Some of the statistics of the Portuguese wine industry that were presented there:
- 651.6 millions of Euros exported in 2010 (in comparison, 569.1 were exported in 2009)
- 260 millions of liters were exported in 2010 (in comparison, 239.8 were exported in 2009)
- Port wine represents about 50% of the total value (in Euros) of Portuguese wine exports, but less than 30% of the production (in hectoliters)
- Angola is the biggest market for Portuguese wines with 25.7% (2008-2010)
- Other main markets are: France (12%), Germany (7.1%), Spain (6.2%), UK (6%), USA (4.4%), Brazil (3.2%), and Canada (3%) (2008-2010)
- Combined these 8 countries represent almost 70% of the total wine exports (2008-2010)
And here some of the most important messages of the event:
"This is what the market wants:
1. Less oak! Portugal's finest asset in the world of wines are the fruit, its generousity and its acidity, but the structure of the wines are seldom in balance with the excessive oak treatment that is only too common and definitely not so when using new American oak. By reducing the oak you can also keep the price down, gaining volume in sales.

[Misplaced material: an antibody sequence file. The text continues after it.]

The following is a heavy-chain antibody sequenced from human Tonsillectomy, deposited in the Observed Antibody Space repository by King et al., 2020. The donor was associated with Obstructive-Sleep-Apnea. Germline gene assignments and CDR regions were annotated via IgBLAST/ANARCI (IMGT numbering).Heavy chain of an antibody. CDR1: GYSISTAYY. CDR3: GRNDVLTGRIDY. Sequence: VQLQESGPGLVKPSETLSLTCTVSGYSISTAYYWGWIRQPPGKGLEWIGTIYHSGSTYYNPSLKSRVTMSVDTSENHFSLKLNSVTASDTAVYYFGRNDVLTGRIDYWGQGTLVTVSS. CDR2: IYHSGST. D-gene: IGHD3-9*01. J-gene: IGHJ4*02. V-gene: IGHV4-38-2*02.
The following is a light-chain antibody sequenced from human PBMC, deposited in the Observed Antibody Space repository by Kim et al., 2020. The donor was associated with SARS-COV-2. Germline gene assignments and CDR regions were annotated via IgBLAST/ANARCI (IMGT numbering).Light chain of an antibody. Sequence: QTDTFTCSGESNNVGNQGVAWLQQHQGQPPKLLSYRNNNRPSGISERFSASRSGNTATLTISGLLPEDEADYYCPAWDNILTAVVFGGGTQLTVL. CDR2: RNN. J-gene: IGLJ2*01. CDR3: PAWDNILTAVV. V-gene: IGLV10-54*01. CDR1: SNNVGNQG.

2. Focus on wines where quality can pay off in quantity! Too many Portugese wine makers are focusing too hard on prestige wines, or... are producing the cheapest wine possible. But in my opinion it is the middle range table wines that will open the way for an international success.
3. Be proud of your white wines! The white wines of Portugal are in many cases of world class, a fact that is known by very few abroad. The top alvarinhos are superior to all albariños I have tasted, and the very same goes for whites from the Douro as well as for a handful more. Keep the yields low and the spirit up. The recognition is there to be gained." Bengt Göran Kronstam, Sweden
"We have to be careful to distinguish between fine wines and commodity or commercial wines here. Portugal does both. For fine wines, Portugal has carved out a really successful niche as an interesting player. Look at the success of the top table wines from the Douro, Dão and Alentejo. Over the next 10 years I think we will see further progress at the top end, as a track record for these (relatively new) wines is established. The Dão has great potential, and will continue to make ome superb wines. At the cheaper end, I think we need to see some strong brands emerging, with a sense of Portuguese identity but with the volume, quality and distribution necessary to win over consumers."
Jamie Goode, (UK), wine writer
"Proudly watching @murlidor defend Wines of Portugal authenticity. #portugal #proud #FAVPT"
Andre Ribeirinho - @andrerib - via twitter
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